In some parts of Africa, corruption of governments and business can make survival impossible without bribery. Transparency International, an anti-corruption watchdog, says "The combination of abundant natural resources, a history of autocratic and unaccountable government, as well as conflict and crisis throughout the continent have posed particular challenges to governance and the fight against corruption in Africa to the point that several countries have become virtually synonymous with graft."
Types of Bribery
Although originating in the interference of justice by influencing judges, bribery has expanded beyond influence over all types of government officials into commercial and even private transactions in all spheres.
Employees, managers, or salespeople of a business may offer money or gifts to a potential client in exchange for business. In some cases where the system of law is not well implemented, bribes may be a way for companies to continue their businesses. For example, customs officials may harass a certain firm or production plant, officially to check for irregularities, which may halt production and stall other normal activities, causing significant losses. Bribing the officials is a common way to deal with this issue in countries without a clear system of reporting these semi-illegal activities. A third party, known as the "White Glove," may be involved to act as a clean middleman.
A grey area may exist when payments to smooth transactions are made. Politicians receive campaign contributions and other payoffs from powerful corporations or individuals when making choices in the interests of those parties, or in anticipation of favorable policy. However, such a relationship does not meet the legal standards for bribery without evidence of a quid pro quo.
United States law is particularly strict in limiting the ability of businesses to pay for the awarding of contracts by foreign governments; however, the Foreign Corrupt Practices Act contains an exception for "grease payments." Very basically, this allows payments to officials in order to obtain the performance of ministerial acts which they are legally required to do, but may delay in the absence of such payment. In some countries, this practice is the norm, often resulting from a developing nation not having the tax structure to pay civil servants an adequate salary.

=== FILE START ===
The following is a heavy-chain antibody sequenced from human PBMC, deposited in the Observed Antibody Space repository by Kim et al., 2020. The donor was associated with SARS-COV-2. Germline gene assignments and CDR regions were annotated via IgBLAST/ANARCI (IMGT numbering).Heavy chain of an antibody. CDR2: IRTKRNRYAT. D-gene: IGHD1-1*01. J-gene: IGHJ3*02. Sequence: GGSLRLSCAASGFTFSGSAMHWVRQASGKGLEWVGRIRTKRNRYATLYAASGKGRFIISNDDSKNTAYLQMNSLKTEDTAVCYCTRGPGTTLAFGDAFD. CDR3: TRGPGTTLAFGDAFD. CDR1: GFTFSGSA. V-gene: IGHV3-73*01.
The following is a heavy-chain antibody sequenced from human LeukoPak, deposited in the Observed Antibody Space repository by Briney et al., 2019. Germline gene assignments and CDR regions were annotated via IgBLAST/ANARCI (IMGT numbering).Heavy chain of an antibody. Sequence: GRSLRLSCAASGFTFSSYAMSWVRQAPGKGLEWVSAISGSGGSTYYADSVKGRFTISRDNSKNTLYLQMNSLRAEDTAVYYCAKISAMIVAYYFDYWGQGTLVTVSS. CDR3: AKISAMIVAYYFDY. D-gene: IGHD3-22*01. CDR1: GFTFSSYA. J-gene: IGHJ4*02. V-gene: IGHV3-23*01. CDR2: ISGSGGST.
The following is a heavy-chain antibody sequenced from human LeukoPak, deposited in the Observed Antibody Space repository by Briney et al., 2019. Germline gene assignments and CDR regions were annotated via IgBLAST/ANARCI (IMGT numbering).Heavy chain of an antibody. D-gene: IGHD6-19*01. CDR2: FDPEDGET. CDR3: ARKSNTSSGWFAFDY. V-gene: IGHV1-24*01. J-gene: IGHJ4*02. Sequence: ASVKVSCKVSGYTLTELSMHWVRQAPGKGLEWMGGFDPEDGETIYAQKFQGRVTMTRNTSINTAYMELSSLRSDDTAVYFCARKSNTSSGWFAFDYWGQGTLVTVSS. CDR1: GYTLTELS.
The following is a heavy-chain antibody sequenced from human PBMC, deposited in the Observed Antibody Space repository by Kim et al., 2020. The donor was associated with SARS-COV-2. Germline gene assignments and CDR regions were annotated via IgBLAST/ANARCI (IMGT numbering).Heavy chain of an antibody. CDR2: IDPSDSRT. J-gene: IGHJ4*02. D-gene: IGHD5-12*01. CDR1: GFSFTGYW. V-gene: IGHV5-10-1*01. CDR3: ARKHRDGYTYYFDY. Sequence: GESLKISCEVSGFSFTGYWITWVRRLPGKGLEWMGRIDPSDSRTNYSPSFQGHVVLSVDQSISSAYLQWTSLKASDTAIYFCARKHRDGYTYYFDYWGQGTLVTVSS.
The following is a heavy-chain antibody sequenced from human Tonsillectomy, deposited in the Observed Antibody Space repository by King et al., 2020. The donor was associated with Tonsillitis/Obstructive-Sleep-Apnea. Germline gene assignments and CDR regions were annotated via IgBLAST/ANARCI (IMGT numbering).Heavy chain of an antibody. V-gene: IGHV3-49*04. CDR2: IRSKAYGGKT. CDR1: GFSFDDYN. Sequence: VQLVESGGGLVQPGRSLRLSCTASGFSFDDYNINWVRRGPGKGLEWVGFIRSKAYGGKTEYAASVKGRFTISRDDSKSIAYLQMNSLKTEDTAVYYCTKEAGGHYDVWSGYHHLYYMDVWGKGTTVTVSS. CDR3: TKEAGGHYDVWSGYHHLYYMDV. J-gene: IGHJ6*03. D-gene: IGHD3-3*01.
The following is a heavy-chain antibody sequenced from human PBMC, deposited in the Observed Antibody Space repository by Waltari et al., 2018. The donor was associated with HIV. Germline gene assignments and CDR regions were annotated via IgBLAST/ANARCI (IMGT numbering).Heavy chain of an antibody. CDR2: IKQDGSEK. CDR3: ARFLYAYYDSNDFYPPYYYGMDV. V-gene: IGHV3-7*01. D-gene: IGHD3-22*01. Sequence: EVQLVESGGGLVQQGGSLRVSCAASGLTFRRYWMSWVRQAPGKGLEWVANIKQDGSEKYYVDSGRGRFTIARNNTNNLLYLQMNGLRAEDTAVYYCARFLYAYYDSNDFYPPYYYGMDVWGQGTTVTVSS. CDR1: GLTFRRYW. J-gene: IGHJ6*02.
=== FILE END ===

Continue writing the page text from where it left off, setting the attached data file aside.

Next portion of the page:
In some countries, government corruption is so pervasive, nothing can be accomplished without extra payments to government officials to either perform work they are already paid by the government to do, or to circumvent existing legislation and regulation. In some developing nations over half of the population reports paying bribes over the course of a year.
In legal situations, lawyers, judges, and others with power may be subject to bribery or payoff for making a decision that benefits the individual making the payment. Operation Greylord revealed that bribery was rampant in the bench and bar community of Chicago in the early 1980s. In Jagdeo Singh v. The State of Trinidad and Tobago (2005) UKPC 35, the Privy Council considered the conviction of a lawyer retained to represent a drug trafficker. It appeared that the client wished the lawyer to secure his release on bail by any means, including the bribery of the magistrate, the prosecutor, and any other public officer who might help. It was not suggested that the lawyer had ever made an improper approach to any public officer. However, in a complicated police operation, the lawyer was paid the large fee he had asked for. There was no doubt that the client and his agent had intended a part of that money to be used "corruptly" and would be liable. In Cooper v Slade (1858) 6 HLC 746, a case which concerned the bribery of voters under the Corrupt Practices Prevention Act 1854, Willes J. said: